News / Europe

Putin: Russia Expects Full Economic Recovery Next Year

Juan Somavia, Director-General of the International Labor Organization, left, shakes hands with Russian Prime Minister Vladimir Putin at UN headquarters in Geneva, Switzerland, June 15, 2011.
Juan Somavia, Director-General of the International Labor Organization, left, shakes hands with Russian Prime Minister Vladimir Putin at UN headquarters in Geneva, Switzerland, June 15, 2011.
Lisa Schlein

Russian Prime Minister, Vladimir Putin, says his country is still struggling with the debilitating effects of the global economic crisis, but expects Russia's economy to fully recover by next year.   Putin presented his views on the economy, labor and social rights at the 100th session of the International Labor Organization (ILO) Conference.  He is the first head of the Russian government to address the ILO Conference.

Putin, says Russia has managed to retrieve about two-thirds of its lost economy.  But, he acknowledges his country has not yet reached pre-crisis levels and has much to do before the economy fully recovers.  

Putin says he expects this to happen by next year.  He added that Russia currently is working on post-crisis development strategies.

"We have put forth an ambitious goal in the next decade to make Russia one of the five largest economies of the world," Putin said.  "And, as for GDP per capita, to increase this figure from $19,700 to more than $35,000 per capita, per person.  But, to do this, we need to increase the productivity two times …and in non-raw material, high-tech sphere three or four fold."  

For the economy to move ahead, Prime Minister Putin says it is critical to eliminate inefficient jobs.  He says his government plans to create 25 million high tech, highly paid modern jobs and to modernize and streamline existing jobs over the next 10 to 15 years.  

He admits the scale of this enterprise is huge and daunting.  He notes 70 million people work in Russia.  That means every third job in the nation has to be modernized.

Putin says Russia will not shirk its social responsibilities.  He says it is essential to protect the poorest and most vulnerable members of society in the drive to improve the business environment and to increase profits.

"We will not retreat from our social commitments," added Putin.  "We will not increase the already existing 40-hour working week.  We will not compromise on safety and environmental standards.  In dynamic and economic growth innovations and modernizations are not important themselves.  They need to create new opportunities for people, to increase salaries …and improve the quality of life."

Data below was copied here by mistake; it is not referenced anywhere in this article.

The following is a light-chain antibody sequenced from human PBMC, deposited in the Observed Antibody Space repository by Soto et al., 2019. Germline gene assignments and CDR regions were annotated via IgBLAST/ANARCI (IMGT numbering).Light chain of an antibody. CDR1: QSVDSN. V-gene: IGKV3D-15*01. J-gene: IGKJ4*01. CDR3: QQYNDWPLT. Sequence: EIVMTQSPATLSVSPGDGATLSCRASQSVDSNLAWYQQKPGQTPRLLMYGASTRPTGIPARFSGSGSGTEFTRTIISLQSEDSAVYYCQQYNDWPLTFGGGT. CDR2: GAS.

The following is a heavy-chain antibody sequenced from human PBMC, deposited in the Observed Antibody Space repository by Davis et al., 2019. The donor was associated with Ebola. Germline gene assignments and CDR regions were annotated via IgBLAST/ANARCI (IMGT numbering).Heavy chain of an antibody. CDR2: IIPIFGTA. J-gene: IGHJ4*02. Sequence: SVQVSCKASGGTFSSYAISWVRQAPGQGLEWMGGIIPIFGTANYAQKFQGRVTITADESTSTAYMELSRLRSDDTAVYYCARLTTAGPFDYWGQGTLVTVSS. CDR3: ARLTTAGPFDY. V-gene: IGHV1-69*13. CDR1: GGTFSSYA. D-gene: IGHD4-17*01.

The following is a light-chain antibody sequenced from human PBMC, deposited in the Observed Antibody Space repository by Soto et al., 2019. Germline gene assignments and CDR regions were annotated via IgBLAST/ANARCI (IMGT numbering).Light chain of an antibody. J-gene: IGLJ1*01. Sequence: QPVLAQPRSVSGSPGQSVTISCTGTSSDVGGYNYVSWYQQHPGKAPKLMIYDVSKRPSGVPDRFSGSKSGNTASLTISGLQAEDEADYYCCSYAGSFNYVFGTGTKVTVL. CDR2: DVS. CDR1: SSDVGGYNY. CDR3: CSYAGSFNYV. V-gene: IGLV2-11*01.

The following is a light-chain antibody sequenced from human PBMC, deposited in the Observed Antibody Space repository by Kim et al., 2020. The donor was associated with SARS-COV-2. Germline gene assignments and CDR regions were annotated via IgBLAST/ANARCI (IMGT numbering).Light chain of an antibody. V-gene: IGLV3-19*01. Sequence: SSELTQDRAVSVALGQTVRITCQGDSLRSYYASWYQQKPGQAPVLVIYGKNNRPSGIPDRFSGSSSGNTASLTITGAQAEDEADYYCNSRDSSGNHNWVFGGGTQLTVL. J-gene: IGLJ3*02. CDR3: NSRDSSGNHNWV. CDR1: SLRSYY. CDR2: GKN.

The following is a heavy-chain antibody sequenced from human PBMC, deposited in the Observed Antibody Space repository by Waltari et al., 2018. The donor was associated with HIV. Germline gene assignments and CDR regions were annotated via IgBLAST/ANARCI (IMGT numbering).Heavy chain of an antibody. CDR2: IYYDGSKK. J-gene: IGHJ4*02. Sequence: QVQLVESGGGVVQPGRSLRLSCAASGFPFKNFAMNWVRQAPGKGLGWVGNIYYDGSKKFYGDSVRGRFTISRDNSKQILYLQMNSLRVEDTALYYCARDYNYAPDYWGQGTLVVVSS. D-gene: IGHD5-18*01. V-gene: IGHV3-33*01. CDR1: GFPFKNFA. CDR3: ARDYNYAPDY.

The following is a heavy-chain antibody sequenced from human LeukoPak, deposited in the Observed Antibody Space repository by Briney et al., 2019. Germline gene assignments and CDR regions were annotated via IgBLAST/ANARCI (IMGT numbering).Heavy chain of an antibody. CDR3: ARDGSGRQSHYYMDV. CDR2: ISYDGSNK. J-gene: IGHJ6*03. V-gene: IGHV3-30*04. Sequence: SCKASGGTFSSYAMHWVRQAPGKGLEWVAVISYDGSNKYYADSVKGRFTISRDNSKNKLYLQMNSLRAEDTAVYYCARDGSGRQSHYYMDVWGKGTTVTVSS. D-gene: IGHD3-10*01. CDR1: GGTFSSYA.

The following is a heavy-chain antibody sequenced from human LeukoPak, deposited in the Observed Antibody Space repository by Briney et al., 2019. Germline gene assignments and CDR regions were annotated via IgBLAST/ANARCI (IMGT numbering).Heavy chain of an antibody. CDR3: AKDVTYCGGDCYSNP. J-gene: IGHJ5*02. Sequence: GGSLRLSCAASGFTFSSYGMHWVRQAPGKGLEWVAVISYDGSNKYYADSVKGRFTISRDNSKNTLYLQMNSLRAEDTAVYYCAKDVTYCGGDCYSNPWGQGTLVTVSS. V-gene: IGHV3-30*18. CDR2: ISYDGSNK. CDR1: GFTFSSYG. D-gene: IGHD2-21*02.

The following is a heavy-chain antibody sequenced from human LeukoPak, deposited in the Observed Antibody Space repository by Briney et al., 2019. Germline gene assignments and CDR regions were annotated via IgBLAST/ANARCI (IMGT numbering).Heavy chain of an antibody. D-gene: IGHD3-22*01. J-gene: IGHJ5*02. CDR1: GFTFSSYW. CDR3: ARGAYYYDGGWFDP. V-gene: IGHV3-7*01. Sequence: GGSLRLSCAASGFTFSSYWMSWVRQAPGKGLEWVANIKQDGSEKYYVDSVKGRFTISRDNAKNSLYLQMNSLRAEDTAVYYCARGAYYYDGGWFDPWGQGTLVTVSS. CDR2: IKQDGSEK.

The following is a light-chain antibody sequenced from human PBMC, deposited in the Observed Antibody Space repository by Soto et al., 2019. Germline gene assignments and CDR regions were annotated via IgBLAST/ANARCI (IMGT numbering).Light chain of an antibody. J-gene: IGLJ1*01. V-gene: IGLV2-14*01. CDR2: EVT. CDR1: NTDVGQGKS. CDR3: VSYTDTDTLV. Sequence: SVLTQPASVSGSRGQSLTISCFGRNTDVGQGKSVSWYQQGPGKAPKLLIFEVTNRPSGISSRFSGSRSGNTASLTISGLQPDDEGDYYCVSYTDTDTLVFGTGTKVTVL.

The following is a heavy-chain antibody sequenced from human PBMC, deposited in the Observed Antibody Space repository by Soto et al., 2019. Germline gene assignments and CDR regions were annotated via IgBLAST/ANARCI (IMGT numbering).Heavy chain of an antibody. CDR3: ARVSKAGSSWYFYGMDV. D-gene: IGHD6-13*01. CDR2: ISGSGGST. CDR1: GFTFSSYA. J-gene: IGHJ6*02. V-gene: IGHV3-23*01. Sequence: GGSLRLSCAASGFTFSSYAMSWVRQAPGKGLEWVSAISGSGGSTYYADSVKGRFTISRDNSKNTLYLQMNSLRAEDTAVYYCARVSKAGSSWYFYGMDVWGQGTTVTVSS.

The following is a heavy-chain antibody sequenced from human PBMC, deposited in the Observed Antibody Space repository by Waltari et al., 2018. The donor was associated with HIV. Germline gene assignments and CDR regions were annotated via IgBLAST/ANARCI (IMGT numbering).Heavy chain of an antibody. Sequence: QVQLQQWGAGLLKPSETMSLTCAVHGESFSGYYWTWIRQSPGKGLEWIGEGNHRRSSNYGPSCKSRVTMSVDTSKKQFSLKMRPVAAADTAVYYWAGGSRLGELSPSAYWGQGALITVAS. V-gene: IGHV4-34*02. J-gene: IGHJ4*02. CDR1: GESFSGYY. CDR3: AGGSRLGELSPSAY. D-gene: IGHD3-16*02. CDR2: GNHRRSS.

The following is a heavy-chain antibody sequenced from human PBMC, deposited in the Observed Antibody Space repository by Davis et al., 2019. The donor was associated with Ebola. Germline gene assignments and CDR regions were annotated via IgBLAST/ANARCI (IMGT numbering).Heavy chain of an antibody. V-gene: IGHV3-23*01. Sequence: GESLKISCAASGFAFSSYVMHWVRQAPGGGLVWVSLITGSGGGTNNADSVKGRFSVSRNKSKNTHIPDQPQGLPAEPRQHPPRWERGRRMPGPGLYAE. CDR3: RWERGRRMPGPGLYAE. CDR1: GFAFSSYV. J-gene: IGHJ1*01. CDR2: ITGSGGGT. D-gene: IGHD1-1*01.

The Russian prime minister says people should be the focus and the center of this development strategy.  He says their fundamental rights and freedoms must not be violated in the search for economic growth.  

He says one of the basic lessons drawn from the global economic crisis is the responsibilities States have in protecting the rights and the welfare of their citizens.  Putin calls this a social mission and appeals to all States, businesses, international, political and financial organizations to live up to these responsibilities.

You May Like

FIFA Indictments Put Gold Cup Tournament Under Cloud

Experts say US indictments could lead to charges of other world soccer officials, and lead to major shakeup in sport's governance More

Video Seoul Sponsors Korean Unification Fair

At a recent even in Seoul, border communities promoted benefits of increased cooperation and North Korean defectors shared stories of life since the war More

Video VOA EXCLUSIVE: Iraq President Vows to Fight IS 'Until They Are Killed or We Die'

In wide-ranging interview with VOA Persian service reporter, Fuad Masum describes conflict as new type of fight that will take time to win More

This forum has been closed.
Comments
     
There are no comments in this forum. Be first and add one

Featured Videos

Your JavaScript is turned off or you have an old version of Adobe's Flash Player. Get the latest Flash player.
Expelled from Pakistan, Afghan Refugees Return to Increased Hardshipi
X
Ayesha Tanzeem
May 28, 2015 6:48 PM
Undocumented refugees returning to Afghanistan from Pakistan have no jobs, no support system, and no home return to, and international aid agencies say they and the government are overwhelmed and under-resourced. Ayesha Tanzeem has more from Kabul.
Video